"Nobody likes to see kids sick. It's hard to see a sick kid," she said.
Motherhood makes her a better nurse.
"You know how you want to be taken care of or how you would want someone to talk to your own kids," she said.
What really pained her about COVID was the need to keep patients isolated. She felt for a child alone in a hospital room.
"It's hard for a kid to understand why they have to be in a room by themselves, and that's hard when you have a kid that wants you to be in the room with them, and you can't just stay in a COVID room," she said.
"She was so compassionate. She was worried about non-English speaking families, advocating for their needs and making sure they understood through translation," Quinn said of Mohagheghi.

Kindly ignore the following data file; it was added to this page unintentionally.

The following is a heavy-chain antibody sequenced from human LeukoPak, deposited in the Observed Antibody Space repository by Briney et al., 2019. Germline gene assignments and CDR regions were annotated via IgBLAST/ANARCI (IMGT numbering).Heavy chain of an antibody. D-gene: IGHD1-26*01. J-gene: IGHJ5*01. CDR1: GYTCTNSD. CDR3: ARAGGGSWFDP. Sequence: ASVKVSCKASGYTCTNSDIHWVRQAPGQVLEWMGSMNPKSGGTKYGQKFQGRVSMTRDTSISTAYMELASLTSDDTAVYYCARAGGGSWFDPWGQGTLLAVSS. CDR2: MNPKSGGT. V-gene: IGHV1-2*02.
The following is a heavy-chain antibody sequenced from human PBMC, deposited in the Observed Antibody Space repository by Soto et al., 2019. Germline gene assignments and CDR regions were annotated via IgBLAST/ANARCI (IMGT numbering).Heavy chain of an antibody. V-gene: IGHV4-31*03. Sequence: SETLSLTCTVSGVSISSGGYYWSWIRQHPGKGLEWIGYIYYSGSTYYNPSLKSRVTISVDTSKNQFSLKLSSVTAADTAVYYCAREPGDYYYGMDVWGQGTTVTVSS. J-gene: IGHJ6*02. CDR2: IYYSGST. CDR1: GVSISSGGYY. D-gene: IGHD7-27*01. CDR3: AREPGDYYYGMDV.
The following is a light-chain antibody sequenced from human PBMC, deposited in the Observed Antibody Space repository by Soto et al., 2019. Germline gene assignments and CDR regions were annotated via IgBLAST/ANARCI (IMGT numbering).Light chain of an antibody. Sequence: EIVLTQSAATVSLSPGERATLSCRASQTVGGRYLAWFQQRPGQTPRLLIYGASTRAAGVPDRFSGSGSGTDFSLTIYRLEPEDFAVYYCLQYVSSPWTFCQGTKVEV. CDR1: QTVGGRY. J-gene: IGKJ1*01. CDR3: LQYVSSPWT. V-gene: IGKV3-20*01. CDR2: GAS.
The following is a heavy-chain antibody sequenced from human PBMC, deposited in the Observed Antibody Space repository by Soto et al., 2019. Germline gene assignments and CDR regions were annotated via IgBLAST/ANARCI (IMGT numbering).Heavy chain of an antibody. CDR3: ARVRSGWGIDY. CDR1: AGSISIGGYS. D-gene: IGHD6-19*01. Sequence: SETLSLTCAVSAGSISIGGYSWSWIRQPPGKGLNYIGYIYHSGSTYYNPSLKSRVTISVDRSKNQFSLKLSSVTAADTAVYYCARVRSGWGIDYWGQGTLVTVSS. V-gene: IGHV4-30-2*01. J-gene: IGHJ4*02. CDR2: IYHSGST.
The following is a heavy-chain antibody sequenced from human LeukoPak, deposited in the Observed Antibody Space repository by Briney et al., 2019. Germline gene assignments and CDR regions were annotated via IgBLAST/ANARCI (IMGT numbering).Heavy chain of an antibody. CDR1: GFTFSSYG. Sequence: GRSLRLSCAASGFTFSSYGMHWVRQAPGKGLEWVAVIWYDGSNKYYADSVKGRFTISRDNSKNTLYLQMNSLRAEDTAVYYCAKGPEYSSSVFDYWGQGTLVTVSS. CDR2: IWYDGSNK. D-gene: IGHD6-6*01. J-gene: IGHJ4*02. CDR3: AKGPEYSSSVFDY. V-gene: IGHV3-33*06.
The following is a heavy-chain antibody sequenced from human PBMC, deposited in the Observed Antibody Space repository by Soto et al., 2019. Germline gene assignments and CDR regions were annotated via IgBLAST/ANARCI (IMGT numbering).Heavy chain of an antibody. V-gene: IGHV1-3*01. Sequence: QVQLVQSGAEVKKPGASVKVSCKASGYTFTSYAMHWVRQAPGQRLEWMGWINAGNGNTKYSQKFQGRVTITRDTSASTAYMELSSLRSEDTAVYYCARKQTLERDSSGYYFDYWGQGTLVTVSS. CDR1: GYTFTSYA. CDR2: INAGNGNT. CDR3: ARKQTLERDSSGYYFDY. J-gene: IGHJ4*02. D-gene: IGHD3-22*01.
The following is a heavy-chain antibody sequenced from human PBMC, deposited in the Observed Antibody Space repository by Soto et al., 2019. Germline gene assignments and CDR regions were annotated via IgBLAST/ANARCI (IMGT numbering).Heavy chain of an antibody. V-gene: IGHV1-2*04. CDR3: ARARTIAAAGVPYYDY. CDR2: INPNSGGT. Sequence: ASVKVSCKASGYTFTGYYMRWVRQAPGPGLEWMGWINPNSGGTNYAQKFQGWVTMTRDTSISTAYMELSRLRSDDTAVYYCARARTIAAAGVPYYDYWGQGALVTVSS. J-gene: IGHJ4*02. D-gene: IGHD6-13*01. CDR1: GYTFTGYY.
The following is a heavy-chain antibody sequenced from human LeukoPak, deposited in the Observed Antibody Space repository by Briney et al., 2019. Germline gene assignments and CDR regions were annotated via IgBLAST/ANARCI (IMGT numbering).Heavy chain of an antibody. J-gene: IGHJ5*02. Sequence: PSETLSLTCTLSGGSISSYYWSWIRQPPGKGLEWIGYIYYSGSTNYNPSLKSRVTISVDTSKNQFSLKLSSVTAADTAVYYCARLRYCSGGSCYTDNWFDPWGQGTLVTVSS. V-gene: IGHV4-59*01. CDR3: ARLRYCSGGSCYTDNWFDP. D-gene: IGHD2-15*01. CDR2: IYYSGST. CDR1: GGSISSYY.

Like any nurse, Mohagheghi has felt drained by the pandemic, but ultimately, she finds her work fulfilling.
"Everybody that goes into nursing goes in for a reason," she said. "Nobody goes in it for the money. It's always the reward we get for taking care of people."
There, she sees a lot of suffering.
"And I've seen some patients make some pretty miraculous turnarounds, and that's pretty awesome to have a small part in that," she said.
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